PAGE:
Here we are, in the season after Pentecost that we sometimes refer to simply as “ordinary time.” It’s a long season, welcomed by the long days of summer. We might have preferred to settle into this liturgical season with a more relaxed approach, but the Gospel texts from Luke in the coming months will have none of that. In the weeks ahead we will hear:

Jesus interrupts a funeral procession to raise the dead. Everyone is understandably shocked (Luke 7:11-17).

Jesus has dinner and dishes out forgiveness to an uninvited woman who knew all too well of her sinfulness. The other dinner guests are left with more questions than before her interruption (Luke 7:36-50).

On the way to Galilee, Jesus and his followers are interrupted by a man who lived naked among the tombs (among the dead). That encounter results in an incredible conversion (Luke 8:26-39).

After being turned away from a Samaritan village, the disciples suggest what sounds like divine genocide. Unsurprisingly, Jesus rejects that idea. Instead he reminds his followers of the interrupting cost of discipleship (Luke 9:51-62).

Whatever is “ordinary” about this season is surely overshadowed by these narratives of interruption, by the sudden plot turns and by the incredible character conversions along the way. We may call it ordinary time because of its regular numbering within the liturgical calendar, but these stories invite us to wonder about our lives of faith between the ordinary and the extraordinary, between what we expect of Jesus and his ministry of interruptions.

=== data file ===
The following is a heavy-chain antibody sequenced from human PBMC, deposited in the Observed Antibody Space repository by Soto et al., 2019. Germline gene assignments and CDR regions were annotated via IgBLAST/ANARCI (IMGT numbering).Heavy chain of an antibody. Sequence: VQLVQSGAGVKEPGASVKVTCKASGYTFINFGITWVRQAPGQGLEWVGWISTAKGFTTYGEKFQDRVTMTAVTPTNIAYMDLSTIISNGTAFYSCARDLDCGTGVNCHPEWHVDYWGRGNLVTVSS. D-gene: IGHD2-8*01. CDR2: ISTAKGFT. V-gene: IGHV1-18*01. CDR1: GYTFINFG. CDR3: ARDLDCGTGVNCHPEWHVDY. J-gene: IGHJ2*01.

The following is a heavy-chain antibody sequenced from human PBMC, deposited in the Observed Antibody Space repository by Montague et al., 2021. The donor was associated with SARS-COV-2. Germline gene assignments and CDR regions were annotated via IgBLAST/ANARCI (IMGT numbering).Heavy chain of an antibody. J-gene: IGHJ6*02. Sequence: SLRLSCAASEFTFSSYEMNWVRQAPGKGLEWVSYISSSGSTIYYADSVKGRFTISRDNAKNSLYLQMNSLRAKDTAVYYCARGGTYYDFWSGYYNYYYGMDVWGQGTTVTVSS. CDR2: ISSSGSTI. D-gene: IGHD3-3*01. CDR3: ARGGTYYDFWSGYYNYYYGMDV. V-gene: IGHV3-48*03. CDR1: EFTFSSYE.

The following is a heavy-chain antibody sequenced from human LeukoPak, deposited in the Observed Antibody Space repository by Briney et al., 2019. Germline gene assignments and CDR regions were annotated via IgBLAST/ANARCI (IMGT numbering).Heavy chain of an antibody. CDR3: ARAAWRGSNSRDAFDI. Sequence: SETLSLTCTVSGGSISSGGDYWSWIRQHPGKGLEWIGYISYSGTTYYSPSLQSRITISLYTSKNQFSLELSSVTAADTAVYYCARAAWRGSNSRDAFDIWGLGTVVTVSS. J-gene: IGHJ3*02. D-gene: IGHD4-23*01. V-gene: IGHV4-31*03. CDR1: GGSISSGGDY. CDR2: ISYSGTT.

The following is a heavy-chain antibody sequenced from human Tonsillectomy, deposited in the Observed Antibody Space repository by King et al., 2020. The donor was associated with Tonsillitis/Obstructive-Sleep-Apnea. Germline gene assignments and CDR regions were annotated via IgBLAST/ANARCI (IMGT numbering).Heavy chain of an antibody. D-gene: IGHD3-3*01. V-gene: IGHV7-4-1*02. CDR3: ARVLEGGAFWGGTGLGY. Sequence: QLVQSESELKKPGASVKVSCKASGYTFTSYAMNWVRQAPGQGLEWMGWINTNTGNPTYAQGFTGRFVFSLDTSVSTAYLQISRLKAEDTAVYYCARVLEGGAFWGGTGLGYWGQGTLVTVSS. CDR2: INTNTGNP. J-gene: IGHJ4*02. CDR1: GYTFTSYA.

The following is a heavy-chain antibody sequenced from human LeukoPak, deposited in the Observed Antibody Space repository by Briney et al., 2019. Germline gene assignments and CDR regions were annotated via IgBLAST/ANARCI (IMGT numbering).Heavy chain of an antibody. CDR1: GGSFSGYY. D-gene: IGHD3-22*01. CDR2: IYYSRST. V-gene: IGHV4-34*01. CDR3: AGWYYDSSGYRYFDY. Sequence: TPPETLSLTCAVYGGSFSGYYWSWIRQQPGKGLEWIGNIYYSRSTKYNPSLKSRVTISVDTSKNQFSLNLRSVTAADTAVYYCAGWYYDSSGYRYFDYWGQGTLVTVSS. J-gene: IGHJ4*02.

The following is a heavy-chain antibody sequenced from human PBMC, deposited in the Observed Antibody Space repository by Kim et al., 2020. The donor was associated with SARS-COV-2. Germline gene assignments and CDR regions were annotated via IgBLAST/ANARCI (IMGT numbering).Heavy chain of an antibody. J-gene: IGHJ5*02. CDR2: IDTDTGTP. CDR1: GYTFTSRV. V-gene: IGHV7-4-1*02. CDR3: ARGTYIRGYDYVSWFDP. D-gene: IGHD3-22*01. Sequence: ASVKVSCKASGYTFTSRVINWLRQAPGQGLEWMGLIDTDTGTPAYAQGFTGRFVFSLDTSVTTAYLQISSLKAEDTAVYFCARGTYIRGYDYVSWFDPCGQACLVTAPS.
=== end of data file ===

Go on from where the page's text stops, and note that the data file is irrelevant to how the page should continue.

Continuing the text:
As we settle into summer and into this long season of Pentecost, perhaps we should take stock of our expectations, of what it is we consider the “ordinary” work of the church. After all, Jesus may very well have something else in mind.

God of the (extra) ordinary, send now your interrupting Spirit upon our ordinary lives, our ordinary stories and our ordinary churches. Raise us from the dead. Forgive us. Convert us and invite us again into costly discipleship. Amen.

Timothy K. Snyder
Timothy K. Snyder is an instructor of practical theology at Wartburg Theological Seminary, Dubuque, Iowa.  

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